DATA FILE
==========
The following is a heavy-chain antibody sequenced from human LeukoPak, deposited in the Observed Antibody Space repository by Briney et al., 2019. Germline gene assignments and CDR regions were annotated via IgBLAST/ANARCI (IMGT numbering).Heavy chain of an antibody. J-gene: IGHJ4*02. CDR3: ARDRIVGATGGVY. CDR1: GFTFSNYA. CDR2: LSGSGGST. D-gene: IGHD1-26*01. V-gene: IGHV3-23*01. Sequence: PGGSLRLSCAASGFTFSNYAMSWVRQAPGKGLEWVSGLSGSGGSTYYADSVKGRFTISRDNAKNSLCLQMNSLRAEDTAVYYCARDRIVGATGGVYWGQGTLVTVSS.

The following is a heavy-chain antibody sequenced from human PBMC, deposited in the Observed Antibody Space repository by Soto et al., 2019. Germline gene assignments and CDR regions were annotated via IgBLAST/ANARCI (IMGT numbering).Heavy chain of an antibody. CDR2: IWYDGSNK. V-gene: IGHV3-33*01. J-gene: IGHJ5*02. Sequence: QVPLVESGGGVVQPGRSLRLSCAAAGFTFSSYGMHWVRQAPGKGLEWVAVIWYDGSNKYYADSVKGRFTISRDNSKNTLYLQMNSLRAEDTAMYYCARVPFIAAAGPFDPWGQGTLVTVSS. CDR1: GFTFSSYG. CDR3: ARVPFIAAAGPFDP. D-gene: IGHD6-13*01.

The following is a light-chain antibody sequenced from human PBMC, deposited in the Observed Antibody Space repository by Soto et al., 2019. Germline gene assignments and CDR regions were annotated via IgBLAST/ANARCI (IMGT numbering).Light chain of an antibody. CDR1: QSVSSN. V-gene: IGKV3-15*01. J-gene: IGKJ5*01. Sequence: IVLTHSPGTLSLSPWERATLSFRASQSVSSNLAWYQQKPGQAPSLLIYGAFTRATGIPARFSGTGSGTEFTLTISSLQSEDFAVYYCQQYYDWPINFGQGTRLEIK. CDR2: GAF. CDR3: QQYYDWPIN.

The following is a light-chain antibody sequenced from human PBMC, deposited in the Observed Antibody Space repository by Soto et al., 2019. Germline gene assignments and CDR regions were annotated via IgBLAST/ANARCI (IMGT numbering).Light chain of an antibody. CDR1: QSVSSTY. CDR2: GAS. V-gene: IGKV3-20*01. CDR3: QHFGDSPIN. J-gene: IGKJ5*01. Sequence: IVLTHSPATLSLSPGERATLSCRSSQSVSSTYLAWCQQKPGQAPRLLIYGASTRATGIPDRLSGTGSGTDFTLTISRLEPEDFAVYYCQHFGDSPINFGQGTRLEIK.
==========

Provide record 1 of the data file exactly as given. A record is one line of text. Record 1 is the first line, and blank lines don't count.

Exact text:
The following is a heavy-chain antibody sequenced from human LeukoPak, deposited in the Observed Antibody Space repository by Briney et al., 2019. Germline gene assignments and CDR regions were annotated via IgBLAST/ANARCI (IMGT numbering).Heavy chain of an antibody. J-gene: IGHJ4*02. CDR3: ARDRIVGATGGVY. CDR1: GFTFSNYA. CDR2: LSGSGGST. D-gene: IGHD1-26*01. V-gene: IGHV3-23*01. Sequence: PGGSLRLSCAASGFTFSNYAMSWVRQAPGKGLEWVSGLSGSGGSTYYADSVKGRFTISRDNAKNSLCLQMNSLRAEDTAVYYCARDRIVGATGGVYWGQGTLVTVSS.